I never had a big brother growing up. I had two big sisters who were constantly getting us in trouble, but that is a little different. I always imagined big brothers as these quiet observing figures that were always there to protect you no matter what. At least it seemed that way from my perspective. I always wanted a son first so that one day he could be a big brother to whomever came after. Although my youngest came 11 years after his big brother, I hoped that the essence of that role would still be ingrained in my eldest; that he would grow to love his brother and keep him safe no matter what.
To be honest, my teen never showed any real interest in his little brother for a long time as they had such a huge age gap. It has only been through the last year that they’ve began actually enjoying time together since tot is getting better at communicating and likes to help big brother a lot. I’d talked to my teen about the importance of family and siblings multiple times, but it never really seemed to sink in until well… yesterday.
Yesterday was a day like any other day. We gathered up our books from the library in our eco-friendly bags, tot had his reading passport filled out for Level 2 and was getting his 2nd prize for the summer and we headed off to the local library. There wasn’t anything abnormal there. Tot and I got his prize and went looking for books, he was really excited and clapping because he found That’s Not My Pirate on the For Sale shelf and we got to buy it for .50cents. Teen wandered off and got his books and then sat down in the chair by the movie racks like he always does, reading his Manga. Then we checked out the books and movies and left.
Except something did happen that went unnoticed by everyone but my teen.
While tot was clapping and being excited over the book he found and I was looking over other possible take-homes, two women standing over by the movies where my teen had been sitting decided to take it upon themselves to make fun of my 4 year old. While making crude gestures of his clapping, guffawing at his over excitement and discussing how he was “wrong in the head” my teen had sat there and listened.
When we had got to the car, my teen seemed to slump down in the seat. How I didn’t previously notice his face was so red and almost in tears from being angry or upset or both. He told me what happened and after my initial desire to storm back into the library and smack those women, I sighed. I knew it wasn’t going to do any good, but I knew I could make something good come out of it.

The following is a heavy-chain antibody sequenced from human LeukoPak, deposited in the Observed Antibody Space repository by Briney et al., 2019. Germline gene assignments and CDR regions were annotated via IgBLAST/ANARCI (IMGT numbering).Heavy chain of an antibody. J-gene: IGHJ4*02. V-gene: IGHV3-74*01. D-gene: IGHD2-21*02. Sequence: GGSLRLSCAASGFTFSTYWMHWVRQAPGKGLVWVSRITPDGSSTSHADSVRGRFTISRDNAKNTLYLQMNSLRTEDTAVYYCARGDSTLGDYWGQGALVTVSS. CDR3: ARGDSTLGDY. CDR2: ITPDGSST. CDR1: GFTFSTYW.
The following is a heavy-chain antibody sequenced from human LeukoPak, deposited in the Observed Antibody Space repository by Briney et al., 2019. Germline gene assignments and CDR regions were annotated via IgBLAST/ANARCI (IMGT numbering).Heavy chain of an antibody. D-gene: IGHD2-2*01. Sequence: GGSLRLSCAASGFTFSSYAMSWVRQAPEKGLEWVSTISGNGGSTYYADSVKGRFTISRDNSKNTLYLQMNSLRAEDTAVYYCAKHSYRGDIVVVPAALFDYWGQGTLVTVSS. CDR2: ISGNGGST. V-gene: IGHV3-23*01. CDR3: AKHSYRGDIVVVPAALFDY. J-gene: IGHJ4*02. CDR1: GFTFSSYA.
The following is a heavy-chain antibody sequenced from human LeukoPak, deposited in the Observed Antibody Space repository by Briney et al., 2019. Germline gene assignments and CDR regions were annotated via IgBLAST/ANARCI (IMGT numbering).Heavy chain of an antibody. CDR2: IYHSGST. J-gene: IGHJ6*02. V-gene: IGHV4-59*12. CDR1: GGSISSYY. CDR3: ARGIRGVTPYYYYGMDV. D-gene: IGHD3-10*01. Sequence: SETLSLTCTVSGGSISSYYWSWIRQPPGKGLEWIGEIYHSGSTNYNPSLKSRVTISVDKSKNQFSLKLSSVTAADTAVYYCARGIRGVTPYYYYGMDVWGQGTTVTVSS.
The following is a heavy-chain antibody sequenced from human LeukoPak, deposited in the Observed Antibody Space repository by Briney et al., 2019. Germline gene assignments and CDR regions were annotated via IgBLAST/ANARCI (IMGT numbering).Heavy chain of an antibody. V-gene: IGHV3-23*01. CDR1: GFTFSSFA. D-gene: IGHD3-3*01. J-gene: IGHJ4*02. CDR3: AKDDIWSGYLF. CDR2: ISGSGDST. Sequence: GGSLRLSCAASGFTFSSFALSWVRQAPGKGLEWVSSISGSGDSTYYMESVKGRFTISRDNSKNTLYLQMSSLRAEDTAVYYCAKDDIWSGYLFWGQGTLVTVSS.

I told him that it is an unfortunate thing and more than likely it won’t be the last time he overhears something about his brother. I told him about the few times I’d dealt with people taking their kids away from little tot when he couldn’t really talk and mimicked all the kids, when he was pushed down multiple times at the library because he didn’t understand the other child wasn’t playing with him and other times I’ve seen looks from children and adults alike. He said to me, “I’m used to it when I hear people making fun of me. I just never thought they’d do that to Judah.” In his mind his little brother is just a tiny extremely happy child, what would there be for people to make fun of?
Difference, I said. Difference.
While Judah is young his peculiarities are amusing to some people, cute to others and normal to us because that’s just a part of him. As he grows older you’ll see more and more people find those same things not amusing or cute anymore, regardless of their normalcy to us. Although we’re more than positive he will become better at language, cognition and understanding because he is extremely intelligent, he will always be who he is and that difference will always make certain people uncomfortable. This is what I explained to him.
I was driving. I saw him turn and look at his brother who sat behind me watching the cars go by. There was this silence where I could feel this awakening to the reality of the world outside of home, where cruelty happened to extend outside of high-school bullying and not even little children were safe from harassment. He turned back around and softly said, “It’s not right.”
Acknowledging something is not accepting it.
Since yesterday morning he’s been more attentive of his brother, asking questions about how he’s doing since he was sick last night. Maybe in some way he found a kinship as they both endure some from of bullying or another, but I like to think that he has finally found the importance of his role as big brother.
I always say things happen for a reason. As much as it hurt to see my son after the incident, I think that it brought him closer to his little brother. It gave him a peek into the difficulties we know we may face in the coming years as tot learns to navigate his way through peer groups. I’m glad that my little guy will have someone to look up to, someone who he will know will protect him no matter what, because that’s what big brothers are for.
I couldn’t have dreamed of two better sons than the ones who have picked me as their Mom.